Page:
Top Ten Book Turn-offs
I like TTT, but I am not a big fan of the negative posts. :(
1.Teen partying. Call me a goody-goody or say I was sheltered or my parents were strict, but I never attended crazy blow-outs until I went to college. Teen alcoholism is rampant, and although it's important to show reality in books, this is areality I don't want to read about since my own was so vastly different. Princesses of Iowa by M. Molly Backes made me want to hurl. It was the book that really made me studiously avoid party-heavy novels. However, there are exceptions. Speechless by Hannah Harrington is a novel all about the nasty after-effects of one party, and I loved it.
2. Smut. There are occasions when I want to read a steamy romance, but those are few and far between. When I do read one, it's for adults. I'll pass on teen smut. It's like those years when I crushed on Taylor Lautner before he was legal: I just feel dirty. Pass!
3. Religion. Let me clarify. I am not against religion in books. In fact, I wish more young adult novels expressed some kind of religion because adolescence is a natural time to question all aspects in life, including religion. That being said, I don't want to read novels that are preachy. I know who I am and what I believe. I don't mind reading about the explicit details of a religion, but not in a novel. Also, I don't like religion is also often mentioned in ya to diss, shame, or put down that religion. I am, in fact, a Christian, but I am of a particular denomination that is somewhat polarizing in its public persona. That is, a lot of people like to make very hurtful jokes or comments for a quick and cheap laugh. STOP DOING THAT TO RELIGIONS THAT AREN'T YOURS, GUYS. Miranda Kenneally's novels, particularly Stealing Parker and Things I Can't Forget are great examples of religion done right!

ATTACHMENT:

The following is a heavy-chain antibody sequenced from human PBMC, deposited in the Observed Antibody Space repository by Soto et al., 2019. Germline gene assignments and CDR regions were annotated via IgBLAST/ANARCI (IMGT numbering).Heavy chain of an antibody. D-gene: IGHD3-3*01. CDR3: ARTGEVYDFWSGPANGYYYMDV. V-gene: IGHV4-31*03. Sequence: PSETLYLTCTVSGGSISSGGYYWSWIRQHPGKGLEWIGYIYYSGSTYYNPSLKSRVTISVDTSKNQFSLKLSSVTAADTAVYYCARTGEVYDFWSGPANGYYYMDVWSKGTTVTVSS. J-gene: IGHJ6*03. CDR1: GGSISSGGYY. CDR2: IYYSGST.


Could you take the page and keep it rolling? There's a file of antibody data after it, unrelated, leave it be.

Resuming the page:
4. Incest. I'll admit. I'm guilty of making incest a bit of a joke. In my family, we often kid about incest being the game the whole family can play when we're hugging hello or goodbye. In reality, I think incest is horrific and awful. No, I have never read V.C. Andrews. I'm just not really interested.
5. Surprise! Long-lost or previously unknown relatives! Guys, I am SO. SICK. of this trope. STAHP PLZ. I don't care if it's an unknown family member who you discover a la that one season of Big Brother or if it's a parent thought dead like Star Wars. Find something more original because the whole "I am your father" bit is tired.
6. The virgin & the man-whore. There is a certain well-known, NYT-bestselling author whose books I recently wrote off, and it's because ALL of her female protagonists were virgins who managed to tame that elusive beast, the man-whore. Well, that's not the only reason, but it was the primary reason why I stopped enjoying her writing after about the fifth novel. They were so formulaic and recycled. Not every girl is a virgin, and not every guy is a complete playboy. Sure, authors, I know you need to be true to the characters and their stories, but if those stories all sound the same, it's not good, and I'm not interested.
7. Poor grammar. This is really directed at copy-editors and (sorry, guys) self-published authors. to the self-pubs: Have somebody read over your work BEFORE you hit that submit button. You are putting your name on something that can be huge for you. Congratulations! However, if it's not edited in any way, you'll lose readers. Do yourself a solid and find a friend, a relative, a librarian, a college English major, SOMEONE to read it over for you. If you are a copy-editor: it is literally your job to double check the grammar and spelling. I know it's tough reading through manuscript after manuscript and looking for the tiniest details, but again, that's your job. Do it well!
That's all I can think of. I'm usually fairly open-minded when it comes to books. There's very little that I'm willing to completely write off. Are there any specific turn-offs you have with books? Have a TTT? Share in the comments!